Saturday, October 9, 2010


(Dario Argento, 1977)
Suzy Bannion (Jessica Harper) flies to Freiburg, Germany, to attend a prestigious dance academy. The night of her arrival, one of the students is brutally murdered (in one of the grandest opening murders ever!), and Suzy soon finds herself forcibly moved into the academy as a boarder.There she meets fellow American Sara (Stefania Casini), a girl of nervous predisposition who informs Suzy that she believes the school may be run by a coven of witches. Before long, Suzy also comes to believe that the teachers may be hiding a rather nasty secret, and it's hidden deep inside the school.
Supiria is rivaled perhaps only by Black Sunday as the quintessential Italian horror film, and it's no wonder why. When released in 1977, there was no other film like it, and to date no horror film has been able to reproduce the experience that is Suspiria. Technically speaking, it's a beautiful film. Muder is portrayed artistically and attractively, and each set piece is a a breathtaking short horror film in itself. Dario Argento's camerawork, compositions, and psychedelic lighting schemes pair well with the Art Nouveau and Baroque-inspired sets and Goblin's crashing electronic score to create their own frightening universe, the likes of which might well blow newcomers' minds, if not baffle them entirely. Be prepared for ballet, barbwire, maggots, and murder. The Euro Horror standards of red paint for blood, somewhat stilted acting, and occasional moments of pure nonsense are all at hand, but not distractingly so, especially for fans of that subgenre.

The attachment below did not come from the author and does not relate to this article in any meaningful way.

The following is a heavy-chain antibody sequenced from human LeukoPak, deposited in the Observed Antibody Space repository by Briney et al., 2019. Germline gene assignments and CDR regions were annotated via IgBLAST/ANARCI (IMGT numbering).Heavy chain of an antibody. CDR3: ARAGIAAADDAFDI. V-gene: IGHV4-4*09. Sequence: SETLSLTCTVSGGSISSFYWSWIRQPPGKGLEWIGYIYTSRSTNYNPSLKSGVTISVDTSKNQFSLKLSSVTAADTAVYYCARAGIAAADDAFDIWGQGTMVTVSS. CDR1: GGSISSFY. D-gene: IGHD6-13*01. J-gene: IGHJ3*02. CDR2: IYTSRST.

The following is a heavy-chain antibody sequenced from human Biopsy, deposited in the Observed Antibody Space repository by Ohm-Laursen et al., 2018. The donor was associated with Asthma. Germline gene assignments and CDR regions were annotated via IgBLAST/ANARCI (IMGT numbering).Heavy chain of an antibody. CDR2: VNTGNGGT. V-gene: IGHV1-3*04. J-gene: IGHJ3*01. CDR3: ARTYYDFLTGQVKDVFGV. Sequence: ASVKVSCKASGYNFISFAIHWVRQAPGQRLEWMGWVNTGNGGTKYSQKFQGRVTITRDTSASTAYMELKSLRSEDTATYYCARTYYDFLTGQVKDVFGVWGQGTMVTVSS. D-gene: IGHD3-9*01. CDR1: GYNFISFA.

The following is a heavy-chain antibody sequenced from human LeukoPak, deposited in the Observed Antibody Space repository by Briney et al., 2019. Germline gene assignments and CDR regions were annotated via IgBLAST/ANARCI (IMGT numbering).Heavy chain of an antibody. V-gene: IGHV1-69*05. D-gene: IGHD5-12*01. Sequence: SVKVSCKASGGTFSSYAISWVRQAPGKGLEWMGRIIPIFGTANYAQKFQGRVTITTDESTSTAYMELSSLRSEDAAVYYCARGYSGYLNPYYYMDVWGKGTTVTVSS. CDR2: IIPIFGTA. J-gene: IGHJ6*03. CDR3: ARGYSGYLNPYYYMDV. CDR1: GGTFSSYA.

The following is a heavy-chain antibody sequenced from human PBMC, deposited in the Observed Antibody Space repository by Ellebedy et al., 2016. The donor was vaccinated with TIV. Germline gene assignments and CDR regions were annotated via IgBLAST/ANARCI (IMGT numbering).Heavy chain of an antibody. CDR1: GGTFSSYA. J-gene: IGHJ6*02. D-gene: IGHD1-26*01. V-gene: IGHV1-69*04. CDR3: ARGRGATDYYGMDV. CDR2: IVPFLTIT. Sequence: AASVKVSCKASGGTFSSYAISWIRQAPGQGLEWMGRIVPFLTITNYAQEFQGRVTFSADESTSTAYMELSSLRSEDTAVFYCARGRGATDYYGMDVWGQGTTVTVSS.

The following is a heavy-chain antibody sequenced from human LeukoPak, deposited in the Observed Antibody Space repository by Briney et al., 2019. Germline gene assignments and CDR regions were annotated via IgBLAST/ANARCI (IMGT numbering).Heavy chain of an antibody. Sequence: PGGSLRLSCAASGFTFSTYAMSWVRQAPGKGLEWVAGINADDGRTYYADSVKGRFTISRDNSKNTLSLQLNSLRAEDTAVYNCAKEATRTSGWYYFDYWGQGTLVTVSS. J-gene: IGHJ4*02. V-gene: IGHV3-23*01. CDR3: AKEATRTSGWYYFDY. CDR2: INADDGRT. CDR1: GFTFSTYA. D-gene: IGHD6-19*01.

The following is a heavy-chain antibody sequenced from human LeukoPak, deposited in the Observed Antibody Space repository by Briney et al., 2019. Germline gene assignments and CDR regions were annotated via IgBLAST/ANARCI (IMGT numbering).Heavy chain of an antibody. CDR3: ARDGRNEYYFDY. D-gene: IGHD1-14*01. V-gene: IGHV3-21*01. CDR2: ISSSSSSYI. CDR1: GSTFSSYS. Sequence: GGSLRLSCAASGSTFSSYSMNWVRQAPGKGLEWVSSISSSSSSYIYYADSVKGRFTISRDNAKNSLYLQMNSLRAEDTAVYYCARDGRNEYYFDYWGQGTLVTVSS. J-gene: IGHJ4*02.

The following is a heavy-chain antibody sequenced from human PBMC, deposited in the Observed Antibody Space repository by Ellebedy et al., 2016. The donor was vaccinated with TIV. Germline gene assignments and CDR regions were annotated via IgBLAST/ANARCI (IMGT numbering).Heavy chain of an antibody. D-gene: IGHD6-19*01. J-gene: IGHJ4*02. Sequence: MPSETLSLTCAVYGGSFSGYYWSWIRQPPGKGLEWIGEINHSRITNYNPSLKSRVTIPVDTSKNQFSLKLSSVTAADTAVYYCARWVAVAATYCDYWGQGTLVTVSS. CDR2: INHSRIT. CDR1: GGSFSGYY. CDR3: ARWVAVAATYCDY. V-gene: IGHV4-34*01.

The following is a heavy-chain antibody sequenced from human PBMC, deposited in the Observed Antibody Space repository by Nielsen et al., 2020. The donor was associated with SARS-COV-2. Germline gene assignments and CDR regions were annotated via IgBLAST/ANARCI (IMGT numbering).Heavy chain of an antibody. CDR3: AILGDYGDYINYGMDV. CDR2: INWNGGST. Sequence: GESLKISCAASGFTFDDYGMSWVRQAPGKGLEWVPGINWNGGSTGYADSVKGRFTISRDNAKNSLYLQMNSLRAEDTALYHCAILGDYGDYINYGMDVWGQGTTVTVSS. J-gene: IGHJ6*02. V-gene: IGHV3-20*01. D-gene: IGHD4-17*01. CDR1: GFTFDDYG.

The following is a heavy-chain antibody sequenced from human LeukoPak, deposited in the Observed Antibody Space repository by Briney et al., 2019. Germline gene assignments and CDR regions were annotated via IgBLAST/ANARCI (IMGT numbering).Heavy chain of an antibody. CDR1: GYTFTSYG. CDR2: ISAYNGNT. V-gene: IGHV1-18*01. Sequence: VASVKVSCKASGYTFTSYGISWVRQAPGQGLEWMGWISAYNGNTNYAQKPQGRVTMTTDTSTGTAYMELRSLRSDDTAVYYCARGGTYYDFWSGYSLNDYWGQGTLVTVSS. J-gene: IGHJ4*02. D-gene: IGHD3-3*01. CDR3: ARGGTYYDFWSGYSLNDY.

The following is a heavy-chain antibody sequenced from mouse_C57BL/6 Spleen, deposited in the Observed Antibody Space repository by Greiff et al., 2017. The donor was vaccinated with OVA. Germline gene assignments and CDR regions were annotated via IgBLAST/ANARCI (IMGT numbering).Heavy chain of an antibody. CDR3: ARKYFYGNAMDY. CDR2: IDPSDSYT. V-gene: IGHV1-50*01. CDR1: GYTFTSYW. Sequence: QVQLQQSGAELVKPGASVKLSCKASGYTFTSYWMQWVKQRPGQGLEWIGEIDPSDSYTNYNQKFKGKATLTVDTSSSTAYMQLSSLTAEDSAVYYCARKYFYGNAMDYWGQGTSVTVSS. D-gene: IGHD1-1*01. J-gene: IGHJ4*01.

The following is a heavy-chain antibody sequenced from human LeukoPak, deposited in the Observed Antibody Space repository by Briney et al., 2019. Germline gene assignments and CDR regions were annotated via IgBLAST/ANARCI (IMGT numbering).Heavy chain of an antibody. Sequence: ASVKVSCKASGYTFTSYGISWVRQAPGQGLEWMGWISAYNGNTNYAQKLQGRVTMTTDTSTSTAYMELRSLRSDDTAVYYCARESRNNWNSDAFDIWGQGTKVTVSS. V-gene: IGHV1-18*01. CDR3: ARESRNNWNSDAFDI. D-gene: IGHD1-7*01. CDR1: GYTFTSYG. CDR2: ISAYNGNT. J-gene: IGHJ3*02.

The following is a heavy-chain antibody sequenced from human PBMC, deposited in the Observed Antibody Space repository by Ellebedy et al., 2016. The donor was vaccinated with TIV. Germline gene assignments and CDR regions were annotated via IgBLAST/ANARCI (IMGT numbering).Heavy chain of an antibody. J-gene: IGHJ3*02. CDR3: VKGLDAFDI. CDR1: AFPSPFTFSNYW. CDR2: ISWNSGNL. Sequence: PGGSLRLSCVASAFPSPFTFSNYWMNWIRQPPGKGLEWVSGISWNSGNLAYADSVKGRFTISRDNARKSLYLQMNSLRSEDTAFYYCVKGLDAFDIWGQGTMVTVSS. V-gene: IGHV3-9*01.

Suspiria was actually written by Dario Argento and his then-wife Daria Nicolodi, based on a story that Daria's grandmother had told her as a little girl, as well as Dario's found elements from Thomas De Quincey's "Confessions of an English Opium Eater". According to Dario, the intense colour scheme in the film was inspired by Disney's Snow White and the Seven Dwarfs", though one can see a touch of Mario Bava's influence on the lighting as well. It truly is a fairy tale for adults that stretches the limits of reason and credibilty, and succeeds in doing so as it has its own nightmarish logic and rules. To sum things up, I highly recommend Suspiria, especially to first-time viewers of Italian horror films. It never grows old with repeat viewings, either.